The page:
"Here is a writer who has seen the worst and written the best. His intensity comes from a gentle tone, and his spare beauty brings us insight sweetened by introspection.... All that is ugly is redeemed by his descriptive writing, poetic restraint, and ennobling experience."
Washington Independent Review of Books
"Reading Ngo Tu Lap's poems, terrible nostalgia wells up in menostalgia for a lost time and a far-gone country, nostalgia for people I've loved, and for creatures of forests and rivers. The French called PTSD 'nostalgie.' I feel gratitude too. War is over. Peace arrives with these beautiful poems."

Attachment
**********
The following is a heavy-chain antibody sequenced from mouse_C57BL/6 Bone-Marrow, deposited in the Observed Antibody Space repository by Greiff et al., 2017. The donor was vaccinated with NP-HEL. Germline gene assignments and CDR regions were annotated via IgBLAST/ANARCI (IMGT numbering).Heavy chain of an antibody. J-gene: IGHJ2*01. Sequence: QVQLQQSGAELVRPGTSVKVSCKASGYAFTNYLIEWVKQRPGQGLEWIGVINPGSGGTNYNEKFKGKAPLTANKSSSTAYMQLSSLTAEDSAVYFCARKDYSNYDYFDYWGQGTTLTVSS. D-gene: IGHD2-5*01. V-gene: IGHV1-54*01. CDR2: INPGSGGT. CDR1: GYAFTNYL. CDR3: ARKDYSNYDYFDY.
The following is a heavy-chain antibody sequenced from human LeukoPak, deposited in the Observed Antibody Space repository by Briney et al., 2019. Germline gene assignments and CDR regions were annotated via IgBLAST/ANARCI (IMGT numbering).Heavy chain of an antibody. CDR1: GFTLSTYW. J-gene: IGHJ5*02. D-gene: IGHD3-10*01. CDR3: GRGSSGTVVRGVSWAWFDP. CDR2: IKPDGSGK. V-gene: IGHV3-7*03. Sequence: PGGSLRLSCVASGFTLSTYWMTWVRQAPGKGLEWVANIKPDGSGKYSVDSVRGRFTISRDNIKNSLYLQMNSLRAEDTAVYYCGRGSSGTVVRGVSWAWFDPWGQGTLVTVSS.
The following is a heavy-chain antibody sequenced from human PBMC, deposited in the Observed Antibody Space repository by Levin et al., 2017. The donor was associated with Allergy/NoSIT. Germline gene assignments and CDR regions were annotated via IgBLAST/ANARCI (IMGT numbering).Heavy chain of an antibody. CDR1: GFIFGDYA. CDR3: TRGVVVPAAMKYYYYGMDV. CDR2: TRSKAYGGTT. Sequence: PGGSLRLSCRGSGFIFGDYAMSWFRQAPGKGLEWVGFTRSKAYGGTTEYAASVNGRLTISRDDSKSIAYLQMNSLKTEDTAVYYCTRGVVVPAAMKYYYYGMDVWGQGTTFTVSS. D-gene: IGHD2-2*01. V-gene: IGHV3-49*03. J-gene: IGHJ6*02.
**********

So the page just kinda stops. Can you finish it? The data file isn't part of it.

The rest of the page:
Maxine Hong Kingston
"Underlying tensions animate these arresting poems by Ngo Tu Lap, movingly translated by Martha Collins and the author. Coinhabiting past and present, the speaker conflates absence and presence so that ‘On the finger of a woman who died young / A ring still sparkles / In the depths of the black earth.’ Inside this dual perspective, we, as readers, are enriched."